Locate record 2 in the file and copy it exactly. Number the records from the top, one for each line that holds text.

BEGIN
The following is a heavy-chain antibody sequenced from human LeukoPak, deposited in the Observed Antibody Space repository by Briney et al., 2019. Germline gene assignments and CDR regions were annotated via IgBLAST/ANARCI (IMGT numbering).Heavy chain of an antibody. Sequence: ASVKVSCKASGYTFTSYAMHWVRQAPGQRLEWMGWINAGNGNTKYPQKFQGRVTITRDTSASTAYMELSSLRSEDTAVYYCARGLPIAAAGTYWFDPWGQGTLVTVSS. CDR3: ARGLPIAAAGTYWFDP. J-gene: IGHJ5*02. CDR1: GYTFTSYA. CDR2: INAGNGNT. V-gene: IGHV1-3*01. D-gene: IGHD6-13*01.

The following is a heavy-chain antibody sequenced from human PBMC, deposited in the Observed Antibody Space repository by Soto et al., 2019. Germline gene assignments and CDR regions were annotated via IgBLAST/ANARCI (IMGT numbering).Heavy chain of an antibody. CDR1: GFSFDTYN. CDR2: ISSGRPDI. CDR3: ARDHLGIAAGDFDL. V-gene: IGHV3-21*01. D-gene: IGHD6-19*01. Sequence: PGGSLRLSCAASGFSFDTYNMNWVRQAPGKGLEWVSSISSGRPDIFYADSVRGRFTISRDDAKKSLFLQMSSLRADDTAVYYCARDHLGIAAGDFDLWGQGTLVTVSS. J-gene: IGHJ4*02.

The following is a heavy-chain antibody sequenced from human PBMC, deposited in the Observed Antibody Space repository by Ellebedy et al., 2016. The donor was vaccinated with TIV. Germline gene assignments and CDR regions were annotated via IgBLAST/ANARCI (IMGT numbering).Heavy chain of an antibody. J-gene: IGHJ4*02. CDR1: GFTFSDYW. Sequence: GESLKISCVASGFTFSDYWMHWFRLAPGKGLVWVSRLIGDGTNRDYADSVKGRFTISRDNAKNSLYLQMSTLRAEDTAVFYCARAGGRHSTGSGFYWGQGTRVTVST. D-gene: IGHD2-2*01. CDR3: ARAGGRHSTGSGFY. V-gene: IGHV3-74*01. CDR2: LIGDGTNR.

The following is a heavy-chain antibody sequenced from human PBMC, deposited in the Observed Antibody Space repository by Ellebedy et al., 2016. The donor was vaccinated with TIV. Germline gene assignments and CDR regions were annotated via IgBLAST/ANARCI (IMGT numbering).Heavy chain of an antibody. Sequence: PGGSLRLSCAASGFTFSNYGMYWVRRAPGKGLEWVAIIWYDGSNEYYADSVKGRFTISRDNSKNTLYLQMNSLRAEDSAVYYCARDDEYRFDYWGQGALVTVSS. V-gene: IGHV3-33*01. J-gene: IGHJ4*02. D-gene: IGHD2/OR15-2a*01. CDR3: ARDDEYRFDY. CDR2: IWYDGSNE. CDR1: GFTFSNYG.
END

The following is a heavy-chain antibody sequenced from human PBMC, deposited in the Observed Antibody Space repository by Soto et al., 2019. Germline gene assignments and CDR regions were annotated via IgBLAST/ANARCI (IMGT numbering).Heavy chain of an antibody. CDR1: GFSFDTYN. CDR2: ISSGRPDI. CDR3: ARDHLGIAAGDFDL. V-gene: IGHV3-21*01. D-gene: IGHD6-19*01. Sequence: PGGSLRLSCAASGFSFDTYNMNWVRQAPGKGLEWVSSISSGRPDIFYADSVRGRFTISRDDAKKSLFLQMSSLRADDTAVYYCARDHLGIAAGDFDLWGQGTLVTVSS. J-gene: IGHJ4*02.